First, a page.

Why don't you just hang paper clips on a string off of your maverick until it cocks. Then see if your solonoid can lift that much weight? That should be a fairly accurate way of finding out that information. You should probably start with one pound weights, then when you have enough 1lb's to cock it, remove one and start with the paper clips (or something similar) until you can narrow it down to the exact force. Then it's just a few simple calculations and you're done.
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#6 sn1per

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Posted 27 December 2007 - 05:18 PM

A solenoid is a coil of wire...electric wire is bendy. Therefore, you wouldn't be able to fire. The solenoid would just coil tighter and stay that way.
QUOTE(Scotch @ Feb 3 2008, 05:47 PM) View Post

sn1per I appreciate your humor, that made me laugh literally out loud.

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#7 blastron

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Posted 27 December 2007 - 05:56 PM

Don't solenoids actuate pretty fast? Why not replace the spring with a soloniod?


I thought about this, and decided against it for three reasons: 1, because I want to still be able to fire this without a battery, and removing the spring altogether would prevent that; 2, because I would have to make the back of the Maverick longer in order to fit the solenoid; and 3, because I really want the slide to be thrown back during the firing process to make the blaster more handgun-like.

Why don't you just hang paper clips on a string off of your maverick until it cocks. Then see if your solonoid can lift that much weight? That should be a fairly accurate way of finding out that information. You should probably start with one pound weights, then when you have enough 1lb's to cock it, remove one and start with the paper clips (or something similar) until you can narrow it down to the exact force. Then it's just a few simple calculations and you're done.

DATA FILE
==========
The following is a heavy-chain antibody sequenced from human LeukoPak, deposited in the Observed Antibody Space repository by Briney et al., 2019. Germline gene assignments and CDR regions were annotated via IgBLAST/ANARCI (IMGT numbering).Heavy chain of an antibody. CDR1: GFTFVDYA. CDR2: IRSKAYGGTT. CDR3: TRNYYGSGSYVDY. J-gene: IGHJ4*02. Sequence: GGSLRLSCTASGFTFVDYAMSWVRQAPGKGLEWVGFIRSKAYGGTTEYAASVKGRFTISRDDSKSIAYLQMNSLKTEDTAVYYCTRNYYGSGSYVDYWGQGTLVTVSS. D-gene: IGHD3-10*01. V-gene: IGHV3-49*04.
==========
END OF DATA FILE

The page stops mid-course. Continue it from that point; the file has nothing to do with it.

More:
Ah, thank you, that would work nicely. Now to find some paperclips, string, and a scale! I'll be sure to post approximately how much force it takes to cock the slider, in case anyone else happens to need that information.

A solenoid is a coil of wire...electric wire is bendy. Therefore, you wouldn't be able to fire. The solenoid would just coil tighter and stay that way.


Actually, the solenoid would generate a magnetic field that would push a metal bar forward. The coil itself wouldn't do any physical pushing, so it doesn't matter how bendy it is.

Edit 1:

Rounding up to compensate for errors in measurement (I used a fairly inaccurate bathroom scale, as that's the best my parents' house has to offer), it takes about 50 newtons (or 11 pounds) of force to pull back the slider on my Maverick.

Edit 2:

I apologize for my ignorance, but should I keep using this thread for further questions and updates relating to this mod, or should I create a new thread?

Edited by blastron, 27 December 2007 - 05:57 PM.

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#8 Squishy

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Posted 27 December 2007 - 07:10 PM

if you DO do this mod, make sure that you cut notches into your maverick so that the plunger can be pulled back and fired at appropriate times.
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#9 Blasphemy

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Posted 27 December 2007 - 07:16 PM

if you DO do this mod, make sure that you cut notches into your maverick so that the plunger can be pulled back and fired at appropriate times.